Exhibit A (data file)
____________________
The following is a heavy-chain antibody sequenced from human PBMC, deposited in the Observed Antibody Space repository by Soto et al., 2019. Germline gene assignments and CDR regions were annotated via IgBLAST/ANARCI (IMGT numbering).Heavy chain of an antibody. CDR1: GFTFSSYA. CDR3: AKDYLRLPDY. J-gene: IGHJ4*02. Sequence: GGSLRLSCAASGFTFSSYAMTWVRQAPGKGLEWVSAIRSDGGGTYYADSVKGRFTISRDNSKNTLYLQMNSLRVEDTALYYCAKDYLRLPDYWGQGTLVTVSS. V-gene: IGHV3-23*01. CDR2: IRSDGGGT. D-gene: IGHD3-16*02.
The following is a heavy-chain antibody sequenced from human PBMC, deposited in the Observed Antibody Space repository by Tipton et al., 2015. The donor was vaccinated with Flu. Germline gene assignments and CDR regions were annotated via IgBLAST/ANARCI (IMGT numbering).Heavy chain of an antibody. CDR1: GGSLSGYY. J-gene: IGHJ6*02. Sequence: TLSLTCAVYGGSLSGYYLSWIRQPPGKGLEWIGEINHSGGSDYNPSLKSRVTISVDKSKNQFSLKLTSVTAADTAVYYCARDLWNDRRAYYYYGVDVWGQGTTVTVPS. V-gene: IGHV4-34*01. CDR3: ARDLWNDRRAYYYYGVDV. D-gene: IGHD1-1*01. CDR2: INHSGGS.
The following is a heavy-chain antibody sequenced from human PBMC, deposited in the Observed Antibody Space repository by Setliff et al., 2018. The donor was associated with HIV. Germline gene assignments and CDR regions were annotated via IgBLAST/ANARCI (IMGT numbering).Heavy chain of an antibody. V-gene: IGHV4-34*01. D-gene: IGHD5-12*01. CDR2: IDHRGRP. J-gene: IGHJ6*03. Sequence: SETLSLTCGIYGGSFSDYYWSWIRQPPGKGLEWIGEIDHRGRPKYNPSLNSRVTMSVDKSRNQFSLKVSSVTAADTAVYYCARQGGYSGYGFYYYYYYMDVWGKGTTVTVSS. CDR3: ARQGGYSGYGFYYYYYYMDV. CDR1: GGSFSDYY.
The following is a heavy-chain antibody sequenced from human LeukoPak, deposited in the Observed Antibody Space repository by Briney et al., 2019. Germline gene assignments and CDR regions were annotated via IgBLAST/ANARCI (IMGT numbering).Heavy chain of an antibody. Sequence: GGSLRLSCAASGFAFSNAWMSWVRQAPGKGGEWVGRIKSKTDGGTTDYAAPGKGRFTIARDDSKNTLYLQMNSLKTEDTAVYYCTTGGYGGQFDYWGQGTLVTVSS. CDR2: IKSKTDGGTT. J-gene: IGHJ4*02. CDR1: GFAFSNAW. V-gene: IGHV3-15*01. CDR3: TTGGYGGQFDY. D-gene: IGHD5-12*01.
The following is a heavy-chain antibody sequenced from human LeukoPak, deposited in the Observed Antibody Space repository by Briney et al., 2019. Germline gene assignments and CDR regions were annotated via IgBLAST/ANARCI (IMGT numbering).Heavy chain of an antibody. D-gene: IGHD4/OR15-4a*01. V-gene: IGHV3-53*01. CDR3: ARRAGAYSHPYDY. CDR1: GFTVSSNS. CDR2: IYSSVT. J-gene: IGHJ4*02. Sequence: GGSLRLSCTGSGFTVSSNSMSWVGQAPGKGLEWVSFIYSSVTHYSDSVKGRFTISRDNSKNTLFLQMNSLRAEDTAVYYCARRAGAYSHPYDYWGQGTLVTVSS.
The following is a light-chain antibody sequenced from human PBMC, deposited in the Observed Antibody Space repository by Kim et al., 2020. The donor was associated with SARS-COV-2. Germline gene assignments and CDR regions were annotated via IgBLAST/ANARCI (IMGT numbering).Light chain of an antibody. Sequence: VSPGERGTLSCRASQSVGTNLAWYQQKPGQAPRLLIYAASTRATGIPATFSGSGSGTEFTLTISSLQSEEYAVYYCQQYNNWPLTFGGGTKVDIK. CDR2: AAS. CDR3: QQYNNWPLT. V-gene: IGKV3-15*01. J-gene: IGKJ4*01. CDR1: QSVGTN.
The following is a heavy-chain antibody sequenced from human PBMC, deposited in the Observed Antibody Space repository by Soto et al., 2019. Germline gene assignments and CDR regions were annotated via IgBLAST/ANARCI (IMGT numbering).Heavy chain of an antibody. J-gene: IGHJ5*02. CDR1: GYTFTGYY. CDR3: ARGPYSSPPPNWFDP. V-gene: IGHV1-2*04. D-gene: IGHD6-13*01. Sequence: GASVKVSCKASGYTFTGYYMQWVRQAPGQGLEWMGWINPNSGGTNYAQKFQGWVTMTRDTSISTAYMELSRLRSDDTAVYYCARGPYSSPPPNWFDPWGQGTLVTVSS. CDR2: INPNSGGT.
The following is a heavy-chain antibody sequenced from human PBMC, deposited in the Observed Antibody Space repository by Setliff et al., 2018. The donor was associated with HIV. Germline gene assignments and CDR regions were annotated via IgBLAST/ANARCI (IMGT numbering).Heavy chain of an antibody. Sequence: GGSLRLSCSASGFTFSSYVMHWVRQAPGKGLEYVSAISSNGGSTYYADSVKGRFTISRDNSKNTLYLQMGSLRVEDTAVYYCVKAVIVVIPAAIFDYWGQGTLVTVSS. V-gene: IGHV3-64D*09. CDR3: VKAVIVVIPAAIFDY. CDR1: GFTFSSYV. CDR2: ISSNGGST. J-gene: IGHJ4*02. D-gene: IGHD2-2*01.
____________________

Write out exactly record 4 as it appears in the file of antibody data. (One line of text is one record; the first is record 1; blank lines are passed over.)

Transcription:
The following is a heavy-chain antibody sequenced from human LeukoPak, deposited in the Observed Antibody Space repository by Briney et al., 2019. Germline gene assignments and CDR regions were annotated via IgBLAST/ANARCI (IMGT numbering).Heavy chain of an antibody. Sequence: GGSLRLSCAASGFAFSNAWMSWVRQAPGKGGEWVGRIKSKTDGGTTDYAAPGKGRFTIARDDSKNTLYLQMNSLKTEDTAVYYCTTGGYGGQFDYWGQGTLVTVSS. CDR2: IKSKTDGGTT. J-gene: IGHJ4*02. CDR1: GFAFSNAW. V-gene: IGHV3-15*01. CDR3: TTGGYGGQFDY. D-gene: IGHD5-12*01.